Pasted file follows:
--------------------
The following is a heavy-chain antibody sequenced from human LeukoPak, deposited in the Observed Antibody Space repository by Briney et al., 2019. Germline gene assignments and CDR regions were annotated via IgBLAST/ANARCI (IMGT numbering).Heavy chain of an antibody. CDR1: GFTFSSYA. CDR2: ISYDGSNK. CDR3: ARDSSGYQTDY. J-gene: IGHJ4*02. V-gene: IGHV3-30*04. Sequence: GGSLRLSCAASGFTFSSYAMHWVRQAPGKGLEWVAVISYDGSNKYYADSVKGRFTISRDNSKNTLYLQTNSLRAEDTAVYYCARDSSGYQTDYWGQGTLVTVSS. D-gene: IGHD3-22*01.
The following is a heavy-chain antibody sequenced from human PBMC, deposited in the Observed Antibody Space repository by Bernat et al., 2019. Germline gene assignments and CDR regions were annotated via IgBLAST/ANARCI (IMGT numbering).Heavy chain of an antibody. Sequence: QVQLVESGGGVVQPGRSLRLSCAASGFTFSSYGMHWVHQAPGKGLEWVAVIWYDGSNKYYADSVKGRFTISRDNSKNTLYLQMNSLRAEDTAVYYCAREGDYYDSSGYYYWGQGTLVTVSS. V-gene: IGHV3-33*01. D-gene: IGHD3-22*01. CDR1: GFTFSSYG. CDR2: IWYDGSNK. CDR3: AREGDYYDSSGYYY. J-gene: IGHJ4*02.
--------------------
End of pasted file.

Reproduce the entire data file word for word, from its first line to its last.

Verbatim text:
The following is a heavy-chain antibody sequenced from human LeukoPak, deposited in the Observed Antibody Space repository by Briney et al., 2019. Germline gene assignments and CDR regions were annotated via IgBLAST/ANARCI (IMGT numbering).Heavy chain of an antibody. CDR1: GFTFSSYA. CDR2: ISYDGSNK. CDR3: ARDSSGYQTDY. J-gene: IGHJ4*02. V-gene: IGHV3-30*04. Sequence: GGSLRLSCAASGFTFSSYAMHWVRQAPGKGLEWVAVISYDGSNKYYADSVKGRFTISRDNSKNTLYLQTNSLRAEDTAVYYCARDSSGYQTDYWGQGTLVTVSS. D-gene: IGHD3-22*01.
The following is a heavy-chain antibody sequenced from human PBMC, deposited in the Observed Antibody Space repository by Bernat et al., 2019. Germline gene assignments and CDR regions were annotated via IgBLAST/ANARCI (IMGT numbering).Heavy chain of an antibody. Sequence: QVQLVESGGGVVQPGRSLRLSCAASGFTFSSYGMHWVHQAPGKGLEWVAVIWYDGSNKYYADSVKGRFTISRDNSKNTLYLQMNSLRAEDTAVYYCAREGDYYDSSGYYYWGQGTLVTVSS. V-gene: IGHV3-33*01. D-gene: IGHD3-22*01. CDR1: GFTFSSYG. CDR2: IWYDGSNK. CDR3: AREGDYYDSSGYYY. J-gene: IGHJ4*02.